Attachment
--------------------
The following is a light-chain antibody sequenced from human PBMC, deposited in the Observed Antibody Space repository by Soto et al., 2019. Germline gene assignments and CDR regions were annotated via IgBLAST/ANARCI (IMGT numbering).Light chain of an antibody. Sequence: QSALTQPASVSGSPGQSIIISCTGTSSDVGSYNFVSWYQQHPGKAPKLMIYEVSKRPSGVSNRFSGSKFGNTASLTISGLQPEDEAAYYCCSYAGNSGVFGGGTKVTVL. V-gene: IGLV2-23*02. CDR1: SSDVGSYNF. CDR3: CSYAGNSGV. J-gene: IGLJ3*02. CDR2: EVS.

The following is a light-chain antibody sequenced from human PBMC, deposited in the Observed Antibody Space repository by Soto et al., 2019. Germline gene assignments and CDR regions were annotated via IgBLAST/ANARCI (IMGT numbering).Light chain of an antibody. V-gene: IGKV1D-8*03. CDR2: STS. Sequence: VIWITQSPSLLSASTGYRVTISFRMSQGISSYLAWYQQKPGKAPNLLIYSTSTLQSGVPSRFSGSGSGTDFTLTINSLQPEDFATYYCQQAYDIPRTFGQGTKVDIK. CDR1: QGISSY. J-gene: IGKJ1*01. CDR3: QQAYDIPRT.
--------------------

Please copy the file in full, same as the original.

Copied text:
The following is a light-chain antibody sequenced from human PBMC, deposited in the Observed Antibody Space repository by Soto et al., 2019. Germline gene assignments and CDR regions were annotated via IgBLAST/ANARCI (IMGT numbering).Light chain of an antibody. Sequence: QSALTQPASVSGSPGQSIIISCTGTSSDVGSYNFVSWYQQHPGKAPKLMIYEVSKRPSGVSNRFSGSKFGNTASLTISGLQPEDEAAYYCCSYAGNSGVFGGGTKVTVL. V-gene: IGLV2-23*02. CDR1: SSDVGSYNF. CDR3: CSYAGNSGV. J-gene: IGLJ3*02. CDR2: EVS.

The following is a light-chain antibody sequenced from human PBMC, deposited in the Observed Antibody Space repository by Soto et al., 2019. Germline gene assignments and CDR regions were annotated via IgBLAST/ANARCI (IMGT numbering).Light chain of an antibody. V-gene: IGKV1D-8*03. CDR2: STS. Sequence: VIWITQSPSLLSASTGYRVTISFRMSQGISSYLAWYQQKPGKAPNLLIYSTSTLQSGVPSRFSGSGSGTDFTLTINSLQPEDFATYYCQQAYDIPRTFGQGTKVDIK. CDR1: QGISSY. J-gene: IGKJ1*01. CDR3: QQAYDIPRT.